PR Advice,Social media,Wine,Wine Blogger,Wine Business,Wine Magazine,Wine Writer

As My Mother Used to Say, “A word to the wise”

Straight up, the greatest insult bloggers get today is this question, “What are your numbers?”

I’m continually astounded by people who query me about something they want me to help them promote, and then at the end of it all ask, “What are your numbers?”

Yes, print media publications have those numbers handy at the drop of a potential advertising moment, but let’s begin to remember why you’re querying us in the first place…

  • Wine bloggers have come into their own as influencers.
    • They are writers who have a passion.
    • They’re trusted because no one is telling them what or how to write.
  • They’re passionate about wine, and have the need to share.
    • Remember, this is how Steve Heimoff, Robert Parker, Charlie Olken, MaryAnn Worobiec, etc. initially all got started.
  • The early wine bloggers didn’t have a print medium outlet for their work, but the Internet was a great portfolio builder, plus a solid jumping off point… Little did they know.
    • If any number of bloggers I can think of were asked today to drop everything and move to California to cover wine and get paid to do it, I’m betting on their acceptance of the position.
  • Bloggers are not concerned about impressing an editor.
    • Many of them have a unique twist on things, and don’t have to run it by an editor, first, to see the written words.
    • You can’t buy that kind of freedom

Before the macroshift of Web 2.0 and the effect it had on people who love to write, writers had no outlet for publishing. We were at the behest of pleasing an editor with our concepts, stories, and the eventual writing. Enter Web 2.0 ~ self publishing and interactivity with an audience ~ and people who love to write just got going. Some established writers came out swinging; others let time tell them what effect it would have on their own careers.

Now, let’s get back to that pesky question, “What are your numbers?”

When you ask that of a blogger, you’re not asking the advertising department’s sales manager. You’re asking someone who has a day job and writes for the sheer joy of it.

As a publicist, I know who I query and why. I also have taken time to learn who the influencers are. So, wine publicists, if you’ve got a wine related product that you want to get in front of a specific blogger’s audience, I suggest you do your homework. Don’t put your job onto the blogger to brag about him or herself, by asking that irksome question.

In this day and age of social media, publicists, please remember:

  • Bloggers write for free. We’re not “on staff,” nor do we have a staff for gathering your market research about us.
    • At least, not until someone pays us to do so.
  • All of these numbers are on line, and are easy to gather.
    • www.compete.com ~ Here you can put in a few URLs to see what the behind scenes numbers of blogs are. You can even pit one blog against another… How fun is that for knowing who’s who?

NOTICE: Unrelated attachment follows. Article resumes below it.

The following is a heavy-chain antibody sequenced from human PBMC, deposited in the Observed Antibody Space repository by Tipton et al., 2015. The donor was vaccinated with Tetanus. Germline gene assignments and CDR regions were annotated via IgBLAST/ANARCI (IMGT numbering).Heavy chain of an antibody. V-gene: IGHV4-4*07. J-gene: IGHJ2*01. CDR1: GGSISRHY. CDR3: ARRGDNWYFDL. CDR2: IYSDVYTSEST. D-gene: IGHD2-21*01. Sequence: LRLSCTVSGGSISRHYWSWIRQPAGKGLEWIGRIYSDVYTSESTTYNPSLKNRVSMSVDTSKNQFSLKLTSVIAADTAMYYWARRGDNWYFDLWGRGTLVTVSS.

• Top 100 Wine Blogs ~ This site changes a couple of times a year. It’s a lot of work for the publisher, and he’s done your work for you. Go for it!
    • Cellarer SearcherThis one is not just wine blogs. It also includes print media’s on line sites, too. Essentially, this one, in measuring print media (and their staff) against a single blogger. It’s a bird’s eye view of how bloggers are catching up to print media’s numbers (popularity), and wine bloggers are doing well, I might add.
    • Wikio ~ Just scroll down and explore. They’ve said that their list is for the top 100 wine blogs.
    • Post Rank ~ In the comments section below, Steve Heimoff also offered this site for checking the popularity of a site (just in case you’re not going to also be reading the comments).
  • If you’re querying someone, be polite. Know ahead of time why you’re querying that person…

Because… anyone who asks me that question from now on has just asked me the “kiss of death.”

Below, also in the comments, Josh Wade of Drink Nectar has completely explained how these numbers are derived, and it’s not for excellent writing skills or fascinating content. It’s for being excellent at knowing how to play the game, and how important it is to score home runs with each entity. It’s worth your time, if you want the game rules.

Enhanced by Zemanta

8 Responses to “As My Mother Used to Say, “A word to the wise””

  1. Jo, people can also check out Post Rank for wine blog rankings. Go to http://www.postrank.com/topic/wine

  2. Jo Diaz says:

    Steve, I just added it to the body of the text, because not everyone reads comments, crediting you as the source. Thanks!

  3. Josh Wade says:


    Great article. I’ve had people ask me this and I really don’t have too much of a problem with it, but I understand where you’re coming from.

    There are certainly different kinds of measurements and google hits are just a part of it.